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Cloud Technologies Are Maturing to Address Emerging Challenges and Opportunities

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Cloud technologies and frameworks have matured in recent years and enterprises are starting to realize the benefits of cloud adoption—including savings in infrastructure costs, and a pay-as-you-go service model similar to Amazon Web Services. Here is a look at the cloud market and its convergence with the big data market, including key technologies and services, challenges, and opportunities.

Evolution of the ‘Cloud’ Adoption

The technology, platform, and services that were available in the early 1990s were similar to the “cloud” adoption of the last decade. We had distributed systems with Sun RISC-based server workstations, IBM mainframes, millions of Intel-based Windows desktops, Oracle Database Servers (including Grid Computing–10g), and J2EE N-tier architecture. There were application service providers (ASPs), managed service providers (MSPs), and internet service providers (ISPs) offering services similar to cloud offerings today. What has changed?

There were significant events that triggered the emergence of cloud offerings and their adoption. The first one was the Amazon Web Services (S3, EC2, RDS, SQS) scale out and the development of IaaS (infrastructure as a service) once Amazon was able to realize the benefits of its offering for its own internal use. The second major event was the search engine, advertising platform, and Google Big Table (memcache) and realization that millions of nodes with commodity hardware (cheap) can be leveraged to harness MapReduce and other frameworks to distribute the search query and provide results at a millisecond response time (unheard of with even mainframes).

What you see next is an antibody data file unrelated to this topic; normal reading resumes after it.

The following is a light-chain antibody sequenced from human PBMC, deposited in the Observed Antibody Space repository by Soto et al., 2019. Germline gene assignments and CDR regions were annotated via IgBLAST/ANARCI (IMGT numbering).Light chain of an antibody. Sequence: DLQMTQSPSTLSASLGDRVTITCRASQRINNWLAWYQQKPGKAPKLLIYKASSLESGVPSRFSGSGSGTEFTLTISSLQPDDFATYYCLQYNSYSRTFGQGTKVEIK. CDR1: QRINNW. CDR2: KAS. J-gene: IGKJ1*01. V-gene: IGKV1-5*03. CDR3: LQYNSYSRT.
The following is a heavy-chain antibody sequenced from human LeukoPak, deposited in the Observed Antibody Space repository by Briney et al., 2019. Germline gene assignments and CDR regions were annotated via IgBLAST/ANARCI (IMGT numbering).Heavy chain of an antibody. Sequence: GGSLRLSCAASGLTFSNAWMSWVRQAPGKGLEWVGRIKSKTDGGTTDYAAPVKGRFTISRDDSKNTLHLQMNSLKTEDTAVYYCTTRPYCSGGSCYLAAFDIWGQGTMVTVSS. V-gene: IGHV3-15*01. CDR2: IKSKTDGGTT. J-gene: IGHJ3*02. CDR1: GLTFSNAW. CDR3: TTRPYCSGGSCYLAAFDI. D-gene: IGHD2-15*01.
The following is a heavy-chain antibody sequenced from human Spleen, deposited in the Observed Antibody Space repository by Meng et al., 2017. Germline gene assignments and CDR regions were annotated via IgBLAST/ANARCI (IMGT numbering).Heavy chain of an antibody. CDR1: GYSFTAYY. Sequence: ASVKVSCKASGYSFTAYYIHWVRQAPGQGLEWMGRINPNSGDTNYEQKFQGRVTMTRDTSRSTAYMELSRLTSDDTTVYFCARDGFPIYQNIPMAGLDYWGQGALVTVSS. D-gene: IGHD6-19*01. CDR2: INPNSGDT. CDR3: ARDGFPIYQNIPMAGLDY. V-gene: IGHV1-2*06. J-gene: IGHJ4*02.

In the middle of the 2000-decade, the traditional telecom and mobile phone service providers saw that that they needed to move to scale-out platforms (the cloud) to manage their mobile customer base, which grew from a few million to a billion (factor of 1000). The mobile data grew from a few terabytes to petabytes and they needed newer scale-out platforms and wanted on-premise as well as hybrid cloud deployments.

The creators of Hadoop ran TeraSort benchmarks with large clusters of nodes in order to determine the benefits of MapReduce frameworks. It resulted in the emergence of the Hadoop Cluster Distribution; NoSQL data stores such as columnar, document, and graph databases; and massive parallel performance (MPP) analytical databases. An ecosystem of vendors emerged to reap the benefits of the scale-out cloud infrastructure, MapReduce frameworks, and Hadoop and NoSQL data stores. The applications included data migration, predictive analytics, fraud detection, and data aggregation from multiple data sources.

The new paradigm shift addressed the key issue of scale as well as the handling of unstructured data that was lacking in traditional relational databases. The paradigm shift occurred as a result of the availability of commodity hardware and a framework to run massive parallel data processing across clusters of nodes including distributed file system, high performance analytical databases, and NoSQL data stores for handling unstructured data.

The Drivers for Hybrid Cloud Adoption

For enterprises that are adopting the hybrid (public/private/community) cloud pay-as-you-go model for IaaS, PaaS, and SaaS cloud deployments, the key drivers are cost, flexibility, and speed (time to set up hardware, software, and services). The primary use cases for the new hybrid model include the ability to do data migration, fraud detection, and the ability to manage unstructured data in real time.


Image courtesy of Shutterstock.

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